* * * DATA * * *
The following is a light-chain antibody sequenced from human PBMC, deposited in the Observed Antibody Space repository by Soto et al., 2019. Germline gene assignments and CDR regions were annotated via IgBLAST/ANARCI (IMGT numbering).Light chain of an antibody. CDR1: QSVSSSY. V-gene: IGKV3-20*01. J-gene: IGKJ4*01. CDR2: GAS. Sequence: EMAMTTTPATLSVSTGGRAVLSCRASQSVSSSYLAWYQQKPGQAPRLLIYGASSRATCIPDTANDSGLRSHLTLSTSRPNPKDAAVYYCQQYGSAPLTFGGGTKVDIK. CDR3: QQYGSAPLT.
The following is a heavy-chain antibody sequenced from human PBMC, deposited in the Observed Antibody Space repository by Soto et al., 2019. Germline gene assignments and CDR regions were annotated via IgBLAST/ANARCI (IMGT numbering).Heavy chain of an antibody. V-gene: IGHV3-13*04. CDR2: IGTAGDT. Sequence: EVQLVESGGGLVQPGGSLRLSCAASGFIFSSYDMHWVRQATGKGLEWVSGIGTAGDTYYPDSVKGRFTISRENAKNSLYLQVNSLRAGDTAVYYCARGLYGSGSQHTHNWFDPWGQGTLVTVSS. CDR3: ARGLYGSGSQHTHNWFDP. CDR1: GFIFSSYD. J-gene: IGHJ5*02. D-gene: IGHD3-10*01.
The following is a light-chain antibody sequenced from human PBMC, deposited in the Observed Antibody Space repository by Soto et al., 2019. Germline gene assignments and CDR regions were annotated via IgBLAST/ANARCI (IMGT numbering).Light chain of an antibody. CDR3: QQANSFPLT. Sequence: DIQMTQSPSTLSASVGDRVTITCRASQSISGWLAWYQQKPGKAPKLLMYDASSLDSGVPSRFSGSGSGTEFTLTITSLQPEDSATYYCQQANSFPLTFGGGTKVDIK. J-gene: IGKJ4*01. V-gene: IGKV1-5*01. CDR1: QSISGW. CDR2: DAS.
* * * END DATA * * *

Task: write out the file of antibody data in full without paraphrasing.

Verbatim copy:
The following is a light-chain antibody sequenced from human PBMC, deposited in the Observed Antibody Space repository by Soto et al., 2019. Germline gene assignments and CDR regions were annotated via IgBLAST/ANARCI (IMGT numbering).Light chain of an antibody. CDR1: QSVSSSY. V-gene: IGKV3-20*01. J-gene: IGKJ4*01. CDR2: GAS. Sequence: EMAMTTTPATLSVSTGGRAVLSCRASQSVSSSYLAWYQQKPGQAPRLLIYGASSRATCIPDTANDSGLRSHLTLSTSRPNPKDAAVYYCQQYGSAPLTFGGGTKVDIK. CDR3: QQYGSAPLT.
The following is a heavy-chain antibody sequenced from human PBMC, deposited in the Observed Antibody Space repository by Soto et al., 2019. Germline gene assignments and CDR regions were annotated via IgBLAST/ANARCI (IMGT numbering).Heavy chain of an antibody. V-gene: IGHV3-13*04. CDR2: IGTAGDT. Sequence: EVQLVESGGGLVQPGGSLRLSCAASGFIFSSYDMHWVRQATGKGLEWVSGIGTAGDTYYPDSVKGRFTISRENAKNSLYLQVNSLRAGDTAVYYCARGLYGSGSQHTHNWFDPWGQGTLVTVSS. CDR3: ARGLYGSGSQHTHNWFDP. CDR1: GFIFSSYD. J-gene: IGHJ5*02. D-gene: IGHD3-10*01.
The following is a light-chain antibody sequenced from human PBMC, deposited in the Observed Antibody Space repository by Soto et al., 2019. Germline gene assignments and CDR regions were annotated via IgBLAST/ANARCI (IMGT numbering).Light chain of an antibody. CDR3: QQANSFPLT. Sequence: DIQMTQSPSTLSASVGDRVTITCRASQSISGWLAWYQQKPGKAPKLLMYDASSLDSGVPSRFSGSGSGTEFTLTITSLQPEDSATYYCQQANSFPLTFGGGTKVDIK. J-gene: IGKJ4*01. V-gene: IGKV1-5*01. CDR1: QSISGW. CDR2: DAS.